The scribe said to him, "Well said, teacher. You are right in saying, He is One and there is no other than he…. And when Jesus saw that he answered with understanding, he said to him, "You are not far from the Kingdom of God."
Our gospel selections throughout the Easter Season were from the Gospel according to Saint John, a gospel of crisis. Saint John’s Jesus continually challenges his disciples and his contemporaries to accept him as the only begotten Son of God, the Word made flesh. Before his resurrection his most faithful disciples take him at his word despite their incomprehension. His opponents refuse to accept him. There is no middle ground between opponents and disciples; crisis demands an immediate decision.
Like John, the Gospel of Saint Mark challenges its hearers; but, as in today’s story, Mark’s Jesus can recognize someone who is making progress toward faith. “You are not far from the Kingdom of God.” he says.
This Jewish scribe has the right spirit. He can recognize wisdom and authority; he knows when his challenge has been met and bested.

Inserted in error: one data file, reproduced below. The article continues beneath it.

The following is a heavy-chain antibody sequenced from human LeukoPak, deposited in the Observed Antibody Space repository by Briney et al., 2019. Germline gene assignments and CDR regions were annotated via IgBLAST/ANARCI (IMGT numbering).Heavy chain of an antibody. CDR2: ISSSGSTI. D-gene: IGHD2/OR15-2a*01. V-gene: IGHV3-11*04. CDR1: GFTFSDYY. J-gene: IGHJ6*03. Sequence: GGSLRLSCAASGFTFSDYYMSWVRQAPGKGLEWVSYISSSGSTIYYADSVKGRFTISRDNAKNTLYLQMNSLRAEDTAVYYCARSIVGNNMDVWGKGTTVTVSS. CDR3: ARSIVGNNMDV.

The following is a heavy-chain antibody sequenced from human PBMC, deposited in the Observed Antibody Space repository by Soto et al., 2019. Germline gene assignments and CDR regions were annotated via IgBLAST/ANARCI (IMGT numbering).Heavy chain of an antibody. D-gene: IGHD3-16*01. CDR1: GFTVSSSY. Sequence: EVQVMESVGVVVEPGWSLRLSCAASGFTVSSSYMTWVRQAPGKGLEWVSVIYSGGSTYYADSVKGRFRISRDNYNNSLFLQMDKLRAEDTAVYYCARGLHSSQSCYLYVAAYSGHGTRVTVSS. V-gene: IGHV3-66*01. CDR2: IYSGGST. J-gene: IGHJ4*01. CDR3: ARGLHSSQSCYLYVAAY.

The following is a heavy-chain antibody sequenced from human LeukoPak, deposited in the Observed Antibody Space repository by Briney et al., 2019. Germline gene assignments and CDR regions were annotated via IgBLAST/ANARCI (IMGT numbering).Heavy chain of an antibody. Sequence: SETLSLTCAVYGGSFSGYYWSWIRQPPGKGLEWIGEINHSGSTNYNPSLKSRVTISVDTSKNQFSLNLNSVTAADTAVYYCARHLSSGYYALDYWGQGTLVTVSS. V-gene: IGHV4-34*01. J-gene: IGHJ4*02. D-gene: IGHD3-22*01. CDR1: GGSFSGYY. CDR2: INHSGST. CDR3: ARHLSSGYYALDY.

This story is from the twelfth chapter of Saint Mark and there are only sixteen chapters; we are rapidly approaching the Cenacle, Calvary and the crypt. But even in the heat of conflict, after Jesus’ parable of the killing of the vineyard owner’s son and before his denunciation of the scribes, these honest opponents can recognize their mutual integrity: “Well said!” and “You are not far!” they say.
Cooler heads are calling today for dialogue between conservatives and liberals in government and church. There are good insights and real grievances on all sides and we do well to listen to them.
I find, as I live in a community of Franciscan friars, if I begin counting all I do for the community and then all they do for me, I become suspicious and resentful. But if I first count all they do for me and then count what I do for them, I am grateful. I must enter this conversation aware of my own attitudes.
Jesus, throughout the New Testament, is described as a man who is self-possessed. Even his angry ejection of the merchants from the temple is a prophetic gesture, not an irrational outburst for which he must later apologize. He can loudly denounce the pretentious in one moment; and in the next, quietly admire the humble, as we will hear in Saturday’s gospel. He does not lose his inner calm; he remains always docile in the Holy Spirit.
We must ask him to give us that same Spirit in all our dealings.